Studies have examined the potential of telecommunications; ways in which technology can function as a support mechanism for caregivers of hospice patients,5
an assessment of the readiness of hospice organizations to accept technological innovation,6
and the creation of a Web-based worksheet that allows for expert feedback in a community-based hospice.7
Long et al.8
explored whether computers and the Internet are used in home care and hospice agencies, conducting a survey that indicated the potential of advanced technologies remains to a great extent unexplored. Finally, several studies focused on the use of telehealth or videoconferencing technologies in hospice (telehospice) describing the concept and potential of telehospice, 9–13
pilot projects with a small numbers of subjects,14–16
ethical considerations associated with the use of telehealth technologies in hospice care,17
hospice agencies’ readiness to adopt telehealth,6
and patients’ acceptance.22,23
In spite of the limited evidence of IT use specifically in hospice, there are successful demonstrations of IT implementation in home care that highlight the potential of informatics to improve palliative and hospice care. Home-based telehealth applications (also known as telehomecare applications) are based on the utilization of telecommunication and videoconferencing technologies to enable a healthcare provider at the clinical site to communicate with patients at their home. Such an interaction via videoconferencing is called a ‘virtual visit.’ Johnston et al.24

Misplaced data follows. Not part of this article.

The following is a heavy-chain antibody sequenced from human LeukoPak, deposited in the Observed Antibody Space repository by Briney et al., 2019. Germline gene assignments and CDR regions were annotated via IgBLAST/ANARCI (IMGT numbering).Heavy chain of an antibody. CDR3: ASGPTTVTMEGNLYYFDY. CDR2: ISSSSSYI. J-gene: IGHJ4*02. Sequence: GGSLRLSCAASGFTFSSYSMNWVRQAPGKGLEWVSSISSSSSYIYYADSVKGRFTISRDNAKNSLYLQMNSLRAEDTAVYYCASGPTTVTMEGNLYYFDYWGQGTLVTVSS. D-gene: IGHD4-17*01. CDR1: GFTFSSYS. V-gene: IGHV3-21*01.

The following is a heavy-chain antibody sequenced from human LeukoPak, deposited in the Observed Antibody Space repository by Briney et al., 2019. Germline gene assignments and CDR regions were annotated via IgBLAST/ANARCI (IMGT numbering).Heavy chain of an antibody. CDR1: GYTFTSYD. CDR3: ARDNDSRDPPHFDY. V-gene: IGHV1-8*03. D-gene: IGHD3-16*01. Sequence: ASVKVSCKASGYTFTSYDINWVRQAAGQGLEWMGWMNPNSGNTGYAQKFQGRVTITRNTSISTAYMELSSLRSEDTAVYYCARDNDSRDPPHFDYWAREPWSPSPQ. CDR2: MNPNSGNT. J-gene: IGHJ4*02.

evaluated the use and costs of remote video technology in the home care setting for congestive heart failure patients and determined that this approach achieved cost savings and improved access to home care support while producing no differences in clinical outcomes when compared to traditional home care. Similarly, a telehealth application developed at Columbia University25
for diabetic home care patients showed that the intervention led to measurable improvements in clinical status for the patients. Obviously, the evaluation of telehealth in hospice will focus on outcomes such as patient’s comfort or caregiver anxiety or cost, rather than long term clinical outcomes that are the focus of the chronic condition, telehealth interventions in home care.
The Internet provides a platform for consumers to access health information and can therefore play a role in end of life care as well. Over the years, the number of web-based patient education sites that allow patients to access information related to their condition has been increasing. Such sites, however, do not always protect visitors from misleading or inaccurate data. There are examples of successful implementation of Web-based systems that empower patients such as the home asthma telemonitoring (HAT) system26
which provides patients with continuous web-based individualized help in the daily routine of asthma self-care or a web-based system for patients who manage insulin-dependent diabetes mellitus.27